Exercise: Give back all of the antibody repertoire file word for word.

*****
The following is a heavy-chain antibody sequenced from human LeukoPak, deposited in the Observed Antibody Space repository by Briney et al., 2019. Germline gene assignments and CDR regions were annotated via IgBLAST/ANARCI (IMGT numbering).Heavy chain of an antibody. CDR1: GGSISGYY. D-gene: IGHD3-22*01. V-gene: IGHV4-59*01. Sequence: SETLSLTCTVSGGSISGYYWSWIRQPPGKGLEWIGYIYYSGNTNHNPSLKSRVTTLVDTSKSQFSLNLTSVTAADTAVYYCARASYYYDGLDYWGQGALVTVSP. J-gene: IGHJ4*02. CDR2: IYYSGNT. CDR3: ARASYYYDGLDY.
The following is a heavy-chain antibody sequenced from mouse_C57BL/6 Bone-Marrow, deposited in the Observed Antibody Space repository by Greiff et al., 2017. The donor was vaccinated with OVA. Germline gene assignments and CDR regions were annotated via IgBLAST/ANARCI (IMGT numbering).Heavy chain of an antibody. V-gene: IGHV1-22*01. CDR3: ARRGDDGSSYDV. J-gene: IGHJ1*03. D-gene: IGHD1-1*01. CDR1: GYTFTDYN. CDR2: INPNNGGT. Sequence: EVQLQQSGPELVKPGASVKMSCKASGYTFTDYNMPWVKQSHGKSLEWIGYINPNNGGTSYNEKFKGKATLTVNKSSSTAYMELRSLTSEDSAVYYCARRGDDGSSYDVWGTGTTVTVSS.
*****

The following is a heavy-chain antibody sequenced from human LeukoPak, deposited in the Observed Antibody Space repository by Briney et al., 2019. Germline gene assignments and CDR regions were annotated via IgBLAST/ANARCI (IMGT numbering).Heavy chain of an antibody. CDR1: GGSISGYY. D-gene: IGHD3-22*01. V-gene: IGHV4-59*01. Sequence: SETLSLTCTVSGGSISGYYWSWIRQPPGKGLEWIGYIYYSGNTNHNPSLKSRVTTLVDTSKSQFSLNLTSVTAADTAVYYCARASYYYDGLDYWGQGALVTVSP. J-gene: IGHJ4*02. CDR2: IYYSGNT. CDR3: ARASYYYDGLDY.
The following is a heavy-chain antibody sequenced from mouse_C57BL/6 Bone-Marrow, deposited in the Observed Antibody Space repository by Greiff et al., 2017. The donor was vaccinated with OVA. Germline gene assignments and CDR regions were annotated via IgBLAST/ANARCI (IMGT numbering).Heavy chain of an antibody. V-gene: IGHV1-22*01. CDR3: ARRGDDGSSYDV. J-gene: IGHJ1*03. D-gene: IGHD1-1*01. CDR1: GYTFTDYN. CDR2: INPNNGGT. Sequence: EVQLQQSGPELVKPGASVKMSCKASGYTFTDYNMPWVKQSHGKSLEWIGYINPNNGGTSYNEKFKGKATLTVNKSSSTAYMELRSLTSEDSAVYYCARRGDDGSSYDVWGTGTTVTVSS.